Themes in the Epic of Gilgamesh
Important themes in the Epic of Gilgamesh
The Theme of Immortality and Everlasting life
Immortality is an important theme in The Epic of Gilgamesh. While Gilgamesh is part God and part man, he is not immortal. He has some God like abilities but not their immortality. He is strong and fearless but the question of inevitability of death torments his mind. For the first time, he confronts this truth in the death of Enkidu. In his cruelty and vanity, Gilgamesh had forgotten everything else. However, once he has changed after being friends with Enkidu, the truth starts to dawn upon him.
He wants to have his name written among the wisest. So, he goes on a quest to prove himself the wise and the courageous. Soon after their battle against Humbaba is over, Enkidu dies. With Enkidu’s death, Gilgamesh’s search for everlasting life begins. He goes beyond the twelve leagues of darkness to find Utnapishtim to know the secret of everlasting life. However, when Gilgamesh meets Utnapishtim, he reminds him that while thinking of death, Gilgamesh should not forget life. He tells Gilgamesh that life and death are woven together and the two cannot be done apart. He should not seek permanence, for the house we build is not built to last forever. The human body is a house where the soul lives. This house is destroyed upon death and still humanity lives on. Epic of Gilgamesh answers some deep questions regarding man’s destiny and what one should make of his life. In a state of vanity people might forget the truth, but nothing in the world is permanent. Instead of seeking immortality, people should learn to live with wisdom and nobility. There are both Gods and Demi Gods in the Epic of Gilgamesh. One important lesson the epic leaves is that however powerful man might grow, death will bring him down certainly.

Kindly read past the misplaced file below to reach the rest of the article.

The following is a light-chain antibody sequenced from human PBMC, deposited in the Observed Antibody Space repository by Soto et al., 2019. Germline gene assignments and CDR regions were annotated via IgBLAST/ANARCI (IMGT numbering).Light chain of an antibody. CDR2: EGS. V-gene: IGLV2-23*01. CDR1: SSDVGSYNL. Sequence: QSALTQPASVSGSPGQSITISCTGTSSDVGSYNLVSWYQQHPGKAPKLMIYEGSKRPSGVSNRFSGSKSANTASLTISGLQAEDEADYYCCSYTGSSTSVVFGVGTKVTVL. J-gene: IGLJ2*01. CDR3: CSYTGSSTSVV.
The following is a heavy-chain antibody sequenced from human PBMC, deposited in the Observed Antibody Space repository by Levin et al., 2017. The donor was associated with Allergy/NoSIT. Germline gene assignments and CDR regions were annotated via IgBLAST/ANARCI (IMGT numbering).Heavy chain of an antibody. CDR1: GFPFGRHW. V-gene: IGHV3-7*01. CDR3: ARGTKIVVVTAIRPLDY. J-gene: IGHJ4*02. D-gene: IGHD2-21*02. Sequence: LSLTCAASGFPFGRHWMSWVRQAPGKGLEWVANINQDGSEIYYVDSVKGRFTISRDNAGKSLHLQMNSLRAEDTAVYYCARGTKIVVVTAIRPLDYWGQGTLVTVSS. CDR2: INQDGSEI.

Love and Friendship:
Another important theme in the Epic of Gilgamesh is that of love and friendship. Gilgamesh is initially a cruel ruler who controls his people and rules them with fear. People are relieved of their fears and of Gilgamesh’s cruelty when he becomes Enkidu’s friend. Enkidu inspires him to become wise and fight for his people. Enkidu’s love had changed him deeply and most of the epic deals with the transformation that happens as Gilgamesh finds Enkidu’s friendship. Enkidu's love helps him find a purpose in his life. Love is the sorcerer’s stone that changes Gilgamesh’s heart turning it to gold. This love is so deep that Gilgamesh who used to be unruly and tyrannical forgets everything but his love for his friend. His life has changed and he laments deeply on Enkidu’s death. He starts on a journey beyond the twelve leagues of darkness which takes him to Utnapishtim. Utnapishtim resolves his fear and confusion. Enkidu’s love for Gilgamesh is a powerful motivating force for him. The epic proves that a touch of love could tame the wildest and change the most uncontrollable. While the love and affection, the two friends share for each other is at the centre of the epic, there are also portrayals of erotic love in it. The harlot’s love for Enkidu which brings him from the wild is like a rite of passage. We also see Gods demonstrating their love and affection for the demi-Gods in the epic. Sex is also an important theme. At the time of his death, Enkidu laments for why he met the harlot. he curses her for having brought upon him the misery. However, after being reminded by the Gods that it was through the harlot that Enkidu was introduced to a better and more civilized world, he blesses her. Gilgamesh used to exercise Droit De Seigneur (right of the first night), prior to his meeting with Enkidu.